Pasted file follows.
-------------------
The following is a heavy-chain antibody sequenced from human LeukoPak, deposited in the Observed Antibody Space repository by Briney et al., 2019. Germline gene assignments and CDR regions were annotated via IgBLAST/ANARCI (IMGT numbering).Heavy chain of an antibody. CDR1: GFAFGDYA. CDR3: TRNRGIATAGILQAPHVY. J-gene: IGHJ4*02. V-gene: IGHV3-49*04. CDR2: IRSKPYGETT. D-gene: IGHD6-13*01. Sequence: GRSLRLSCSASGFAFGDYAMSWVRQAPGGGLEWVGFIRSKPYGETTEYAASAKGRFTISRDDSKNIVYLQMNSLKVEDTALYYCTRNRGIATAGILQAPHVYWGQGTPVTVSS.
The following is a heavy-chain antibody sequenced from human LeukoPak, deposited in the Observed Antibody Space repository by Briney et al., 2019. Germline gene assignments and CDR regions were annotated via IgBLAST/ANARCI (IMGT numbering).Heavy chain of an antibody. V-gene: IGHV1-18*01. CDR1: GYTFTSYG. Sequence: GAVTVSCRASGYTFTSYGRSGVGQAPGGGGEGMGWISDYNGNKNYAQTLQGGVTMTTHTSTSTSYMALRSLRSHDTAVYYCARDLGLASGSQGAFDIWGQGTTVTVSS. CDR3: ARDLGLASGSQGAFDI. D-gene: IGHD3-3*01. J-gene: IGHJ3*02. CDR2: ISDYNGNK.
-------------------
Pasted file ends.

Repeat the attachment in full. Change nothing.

The following is a heavy-chain antibody sequenced from human LeukoPak, deposited in the Observed Antibody Space repository by Briney et al., 2019. Germline gene assignments and CDR regions were annotated via IgBLAST/ANARCI (IMGT numbering).Heavy chain of an antibody. CDR1: GFAFGDYA. CDR3: TRNRGIATAGILQAPHVY. J-gene: IGHJ4*02. V-gene: IGHV3-49*04. CDR2: IRSKPYGETT. D-gene: IGHD6-13*01. Sequence: GRSLRLSCSASGFAFGDYAMSWVRQAPGGGLEWVGFIRSKPYGETTEYAASAKGRFTISRDDSKNIVYLQMNSLKVEDTALYYCTRNRGIATAGILQAPHVYWGQGTPVTVSS.
The following is a heavy-chain antibody sequenced from human LeukoPak, deposited in the Observed Antibody Space repository by Briney et al., 2019. Germline gene assignments and CDR regions were annotated via IgBLAST/ANARCI (IMGT numbering).Heavy chain of an antibody. V-gene: IGHV1-18*01. CDR1: GYTFTSYG. Sequence: GAVTVSCRASGYTFTSYGRSGVGQAPGGGGEGMGWISDYNGNKNYAQTLQGGVTMTTHTSTSTSYMALRSLRSHDTAVYYCARDLGLASGSQGAFDIWGQGTTVTVSS. CDR3: ARDLGLASGSQGAFDI. D-gene: IGHD3-3*01. J-gene: IGHJ3*02. CDR2: ISDYNGNK.